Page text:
Two Questions I Was Asked Pertaining to the Christian Death:
Is Cremation Acceptable for Christians?
Should Christians Donate Their Bodily Organs For Others/For Research When They Die?
My Reply :
Cremation and the Christian. (If you are only interested in the answer to the second question, please scroll down).
Okay, let us consider this question. First of all, the bottom line is that the New Testament does not bar the practise of cremation, however, the practise came from the pagans and - right from the time of Abraham - the family line which God used to fulfil His plan for Mankind practised burial, or entombment. So, while cremation is not utterly barred, I think that Christians should be aware of the background and history involved here and why Christians have usually opposed it.
In order to get the full history, here is a helpful quote from Cremation, by John Russell. Please be aware that this quote comes from a Catholic website so you will find mention of 'The Holy See', however, it is a very historically accurate and fair desciption of the reasons that the Church once banned cremation. It is a longish quotation but I recommend that it is read right the way through :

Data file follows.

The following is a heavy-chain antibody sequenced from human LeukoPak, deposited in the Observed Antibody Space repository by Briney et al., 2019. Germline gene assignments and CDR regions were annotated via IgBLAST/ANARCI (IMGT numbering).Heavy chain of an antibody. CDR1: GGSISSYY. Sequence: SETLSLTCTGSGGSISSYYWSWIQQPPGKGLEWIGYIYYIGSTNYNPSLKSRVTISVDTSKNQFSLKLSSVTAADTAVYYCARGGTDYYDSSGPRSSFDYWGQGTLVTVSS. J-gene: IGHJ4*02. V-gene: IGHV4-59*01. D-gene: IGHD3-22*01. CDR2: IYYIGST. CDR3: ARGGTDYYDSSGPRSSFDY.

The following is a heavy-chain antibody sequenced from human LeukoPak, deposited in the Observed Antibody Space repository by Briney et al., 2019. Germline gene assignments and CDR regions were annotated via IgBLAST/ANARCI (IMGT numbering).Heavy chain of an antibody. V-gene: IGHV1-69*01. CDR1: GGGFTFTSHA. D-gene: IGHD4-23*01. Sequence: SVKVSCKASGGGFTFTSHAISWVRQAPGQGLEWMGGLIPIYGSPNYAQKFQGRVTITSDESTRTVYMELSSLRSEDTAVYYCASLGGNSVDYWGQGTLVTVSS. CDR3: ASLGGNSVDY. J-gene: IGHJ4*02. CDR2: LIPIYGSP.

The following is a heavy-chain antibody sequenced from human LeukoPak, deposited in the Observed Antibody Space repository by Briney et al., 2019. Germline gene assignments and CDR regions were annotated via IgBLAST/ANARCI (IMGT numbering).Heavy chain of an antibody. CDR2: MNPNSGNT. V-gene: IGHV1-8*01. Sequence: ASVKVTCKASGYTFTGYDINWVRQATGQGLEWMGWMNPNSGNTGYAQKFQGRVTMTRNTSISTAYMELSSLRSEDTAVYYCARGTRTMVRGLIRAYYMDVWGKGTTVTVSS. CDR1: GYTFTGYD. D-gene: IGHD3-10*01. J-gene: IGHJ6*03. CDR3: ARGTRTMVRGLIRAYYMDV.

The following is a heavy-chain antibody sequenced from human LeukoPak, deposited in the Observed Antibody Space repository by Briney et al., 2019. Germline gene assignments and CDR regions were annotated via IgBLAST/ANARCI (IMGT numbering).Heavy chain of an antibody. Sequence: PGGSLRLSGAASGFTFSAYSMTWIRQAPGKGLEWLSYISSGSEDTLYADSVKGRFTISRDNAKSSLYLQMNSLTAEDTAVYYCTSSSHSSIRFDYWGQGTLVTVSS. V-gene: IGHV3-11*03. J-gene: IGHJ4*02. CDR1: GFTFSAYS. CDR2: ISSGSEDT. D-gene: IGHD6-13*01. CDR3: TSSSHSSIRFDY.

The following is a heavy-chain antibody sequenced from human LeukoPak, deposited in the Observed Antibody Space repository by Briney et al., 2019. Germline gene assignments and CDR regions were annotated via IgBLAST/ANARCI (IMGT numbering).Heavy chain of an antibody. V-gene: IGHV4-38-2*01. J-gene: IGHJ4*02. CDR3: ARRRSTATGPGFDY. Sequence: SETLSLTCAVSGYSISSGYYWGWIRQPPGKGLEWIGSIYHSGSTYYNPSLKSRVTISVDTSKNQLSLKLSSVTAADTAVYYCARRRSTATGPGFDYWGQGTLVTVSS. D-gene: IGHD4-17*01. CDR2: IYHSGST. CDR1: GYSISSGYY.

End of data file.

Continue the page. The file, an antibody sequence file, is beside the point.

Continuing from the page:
“...Archaeologists tell us that practically all primitive peoples at one time or another during their history cremated their dead. Nomadic tribes had really little choice if they wished to carry with them the remains of their ancestors. Other peoples were prompted by religious considerations: they looked on cremation as a rite which permitted the soul, purified by fire, to escape more easily from the prison of the body and migrate to whatever region disembodied spirits were consigned to. Excavations carried out in Palestine reveal that the Jewish People at an early date adopted the practice of inhumation (or more correctly entombment; the dead body was placed in a sepulchre rather than buried underground). In the land originally occupied by the Canaanites, cremation was the earlier practice. But at about the year 2000 B.C., this practice abruptly gave way to entombment. The date corresponds more or less with the arrival of Abraham and his family in the land of Canaan. The Old Testament confirms the universal Jewish practice of interment. The First Book of Kings tells us that the bodies of those slain in battle were sometimes cremated (cf. 31:12). The Book of Leviticus ordained the burning of those guilty of especially serious crimes (20:14; 21:9). These exceptions only confirm the general custom of inhumation.